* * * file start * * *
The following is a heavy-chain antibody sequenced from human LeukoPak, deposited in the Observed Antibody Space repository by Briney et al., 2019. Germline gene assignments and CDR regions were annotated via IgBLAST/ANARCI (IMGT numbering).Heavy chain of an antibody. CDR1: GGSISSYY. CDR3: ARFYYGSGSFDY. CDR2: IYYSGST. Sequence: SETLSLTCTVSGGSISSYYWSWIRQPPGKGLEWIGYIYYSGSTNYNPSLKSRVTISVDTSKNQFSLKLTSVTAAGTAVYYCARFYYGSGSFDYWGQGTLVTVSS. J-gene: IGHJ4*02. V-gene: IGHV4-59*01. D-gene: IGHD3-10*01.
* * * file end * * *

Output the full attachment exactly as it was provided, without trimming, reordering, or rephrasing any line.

The following is a heavy-chain antibody sequenced from human LeukoPak, deposited in the Observed Antibody Space repository by Briney et al., 2019. Germline gene assignments and CDR regions were annotated via IgBLAST/ANARCI (IMGT numbering).Heavy chain of an antibody. CDR1: GGSISSYY. CDR3: ARFYYGSGSFDY. CDR2: IYYSGST. Sequence: SETLSLTCTVSGGSISSYYWSWIRQPPGKGLEWIGYIYYSGSTNYNPSLKSRVTISVDTSKNQFSLKLTSVTAAGTAVYYCARFYYGSGSFDYWGQGTLVTVSS. J-gene: IGHJ4*02. V-gene: IGHV4-59*01. D-gene: IGHD3-10*01.